One of the concerns often talked about among growing families, that is those growing beyond a first or only child, is the concern of how their children will get along growing up. This is not just a concern for those with newborns, but also among families adopting and fostering children, and individuals who are single parents coming together to form a blended multi-child household.

Regardless of the situation, it is important when you are dealing with children to involve a counselor who will be able to provide some ground rules or a plan, help facilitate concerns or disagreements in an unbiased forum, and be a source of support for unseen or specific challenges.

Why do siblings fight?

The biggest question to examine is why do siblings or children fight? Children often lack the words or expressions to explain how they are thinking or feeling regarding complex subjects such as the birth of a new child, a marriage, or adoption.

We all laugh when we hear stories of parents bringing home a newborn and the older sibling asking when they are taking it back. As simple and concrete as some of these circumstances feel for adults, children just don’t interpret them in the same way, verbally or physically.

Usually, when a child is acting out toward another child, the cause of the action has already been seeded. The perceived “problem or experience” has already been in place, the children are just looking for a way to express what they are feeling or experiencing. When a sibling is present, who “speaks” the same language, they often become an easy target for an attack.

Children can express their frustrations through words or actions, or a combination of both; younger children don’t usually show a preference for one over another, they pick one that gets them the attention.

Not being able to fully express what they are feeling or thinking is the number one reason for sibling rivalry.

The communication is not always present between two or more children arguing. Arguing usually stems from interactions or lack of communication and relationships with adults or parents. These relationships become even more complex when dealing with blended families and those fostering or adopting because the amount of adult involvement increases.

Children may fight over the misperception of time given between siblings, which is leading to jealousy and feelings of low self-worth and rejection. The holidays can always be a difficult period for blended families where some children receive more material items than others, resulting in children feeling hurt or forgotten.

Parents who foster or adopt children with special needs, who may require more time and energy, may, unintentionally, lead to other children feeling left out or neglected. While they may show signs of dissatisfaction, children often seek revenge or retribution on those they perceive as the change to their own circumstances.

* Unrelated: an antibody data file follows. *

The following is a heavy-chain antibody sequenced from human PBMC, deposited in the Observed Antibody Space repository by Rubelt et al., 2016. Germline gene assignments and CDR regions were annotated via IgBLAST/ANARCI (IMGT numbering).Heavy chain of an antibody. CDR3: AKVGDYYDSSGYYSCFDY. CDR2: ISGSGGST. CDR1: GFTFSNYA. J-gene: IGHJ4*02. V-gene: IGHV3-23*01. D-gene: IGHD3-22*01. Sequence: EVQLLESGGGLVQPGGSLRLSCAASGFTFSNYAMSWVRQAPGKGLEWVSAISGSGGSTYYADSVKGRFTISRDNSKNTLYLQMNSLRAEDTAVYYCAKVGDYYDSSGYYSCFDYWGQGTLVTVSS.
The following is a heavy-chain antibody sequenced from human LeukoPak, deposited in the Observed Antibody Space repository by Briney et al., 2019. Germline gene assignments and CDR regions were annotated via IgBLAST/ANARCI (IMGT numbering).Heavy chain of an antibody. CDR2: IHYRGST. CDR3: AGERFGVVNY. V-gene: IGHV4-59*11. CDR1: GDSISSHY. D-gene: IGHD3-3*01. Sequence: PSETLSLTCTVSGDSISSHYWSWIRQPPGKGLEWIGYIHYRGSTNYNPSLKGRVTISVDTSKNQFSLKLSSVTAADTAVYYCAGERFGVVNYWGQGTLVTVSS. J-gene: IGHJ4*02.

Lack of Connection - Parent Tips on How to Deal With Sibling Rivalry

How to stop siblings from fighting?

Children create internal dialogs which lead to disproportionate and negative actions, such as, “Perhaps I would get more time with dad if he didn’t have my stepsister to spend time with?”

The goal of the child is to get what they are feeling deficient in; love, attention, reward, recognition, and even material items. Children learn very quickly that negative behavior can get those needs fulfilled the quickest, even if temporary. Parents need to take the time to examine why siblings are really fighting, what are they lacking, and why do they feel this way?

Parents often overlook this because of the fear of being complicit, fear of failing as a parent, or because their time is so consumed that they have little energy to invest in what it feels like more problems.

It is important to correct these behaviors as soon as possible. Again, this is where the role of a professional counselor is crucial. Children learn to hurt others, but by nature don’t really want to hurt anyone, especially their parents, the ones they want the love and attention from; who are often the reason for their poor behavior.

A counselor can be that person whom they don’t have to be afraid of, someone who can help them find the words, expressions, and behavior in positive ways and be a bridge to communicating with their parents and siblings when they are having problems they can’t explain, getting to the very root of the problem.

A counselor can also help younger children, and especially teens, find new ways of expressing frustration, disappointment, and anger when it comes to siblings and other children.

Situations that go uncontrolled at home often develop into behaviors that are depicted in the school. Children will apply the same bad behavior in other environments in hope of resolving their internal conflict. School counselors can also be helpful in these circumstances, but again, if the problems are more complex or not easily resolved, it is best for the family to seek professional counseling.

A counselor will help set up a plan for the children to find ways to express themselves without launching an attack on another family member or kid on the playground. They will also provide support for the siblings and parents, reevaluating progress, and making suggestions depending on the changes experienced.

If you need more information about why are siblings fighting and how to deal with sibling rivalry, get in touch with Dr. Marsha Ferrick, today!

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